Genetically modified organism (GMO); Genetically engineered (GE); Subsistence agriculture; Adoption of innovation; Hybrid field corn; GMO/GE field corn; Alternative agricultural production; Smallholders


Mass adoption and planting of genetically modified corn are part of the larger industrialized agricultural production system in the United States. Amish and conservative Mennonite farmers in the Holmes County settlement region offer an alternative production system often characterized by lower usage of chemical inputs, greater implementation of crop rotation, and significantly higher usage of hybrid versus GMO field corn. Moreover, the rationale among Amish/Mennonite farmers toward adoption of GMO (based on “convenience”) or rejection of GMO (based on “too many unknowns”) stems both from cultural diffusion of neighboring farms as well as variable need for nonfarm income. This article focuses on attitudes toward adoption or rejection of GMO hybrid corn among Amish and Mennonite farmers as diversified smallholders over a longitudinal panel study conducted from 2011 to 2019. Further, this article discusses how adoption or rejection of GMO field corn impacts issues of uncertainty, flexibility, and accumulation relative to subsistence strategies among Amish/Mennonite farmers as part of an alternative production system to industrial agriculture. [Abstract by author.]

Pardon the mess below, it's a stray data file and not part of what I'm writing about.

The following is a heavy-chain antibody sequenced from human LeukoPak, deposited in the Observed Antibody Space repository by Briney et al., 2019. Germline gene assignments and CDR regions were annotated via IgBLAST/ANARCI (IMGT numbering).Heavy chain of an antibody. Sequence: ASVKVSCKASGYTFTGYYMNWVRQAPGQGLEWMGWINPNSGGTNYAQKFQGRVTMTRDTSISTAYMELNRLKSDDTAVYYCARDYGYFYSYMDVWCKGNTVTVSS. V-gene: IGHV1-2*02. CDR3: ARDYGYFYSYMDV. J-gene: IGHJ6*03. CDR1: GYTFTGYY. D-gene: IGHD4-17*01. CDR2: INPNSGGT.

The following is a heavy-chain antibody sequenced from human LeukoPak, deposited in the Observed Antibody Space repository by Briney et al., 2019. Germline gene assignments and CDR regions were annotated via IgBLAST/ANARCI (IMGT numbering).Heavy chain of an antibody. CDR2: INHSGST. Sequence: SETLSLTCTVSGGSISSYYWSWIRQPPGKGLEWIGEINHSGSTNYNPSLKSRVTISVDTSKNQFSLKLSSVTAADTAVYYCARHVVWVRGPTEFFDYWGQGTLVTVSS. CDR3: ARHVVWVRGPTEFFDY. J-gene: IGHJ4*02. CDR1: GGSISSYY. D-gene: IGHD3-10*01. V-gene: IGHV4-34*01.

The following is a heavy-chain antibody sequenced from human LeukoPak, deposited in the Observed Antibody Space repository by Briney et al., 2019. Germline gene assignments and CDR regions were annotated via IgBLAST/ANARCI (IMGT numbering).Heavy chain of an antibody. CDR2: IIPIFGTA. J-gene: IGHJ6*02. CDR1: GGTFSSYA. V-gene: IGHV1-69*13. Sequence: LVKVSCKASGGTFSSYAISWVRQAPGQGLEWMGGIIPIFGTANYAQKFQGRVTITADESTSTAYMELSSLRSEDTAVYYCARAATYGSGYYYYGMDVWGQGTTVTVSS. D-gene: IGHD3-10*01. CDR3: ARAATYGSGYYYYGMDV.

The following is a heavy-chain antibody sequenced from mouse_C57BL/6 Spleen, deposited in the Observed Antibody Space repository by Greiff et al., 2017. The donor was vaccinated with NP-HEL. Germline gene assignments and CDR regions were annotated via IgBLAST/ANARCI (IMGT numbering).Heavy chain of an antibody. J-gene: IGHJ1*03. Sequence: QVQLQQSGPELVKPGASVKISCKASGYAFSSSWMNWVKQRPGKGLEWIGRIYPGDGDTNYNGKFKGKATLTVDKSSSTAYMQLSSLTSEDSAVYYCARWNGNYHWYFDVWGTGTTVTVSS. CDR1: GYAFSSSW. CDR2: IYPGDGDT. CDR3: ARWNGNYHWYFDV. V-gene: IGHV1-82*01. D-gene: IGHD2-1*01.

I would like to acknowledge the guidance of Dr. Deborah H. Stinner, The Ohio State University, for her mentorship of Amish and Conservative Mennonite farming from an agroecosystems approach; and Richard H. Moore, The Ohio State University, in sharing his expertise and understanding of Amish culture and agriculture from an anthropological perspective.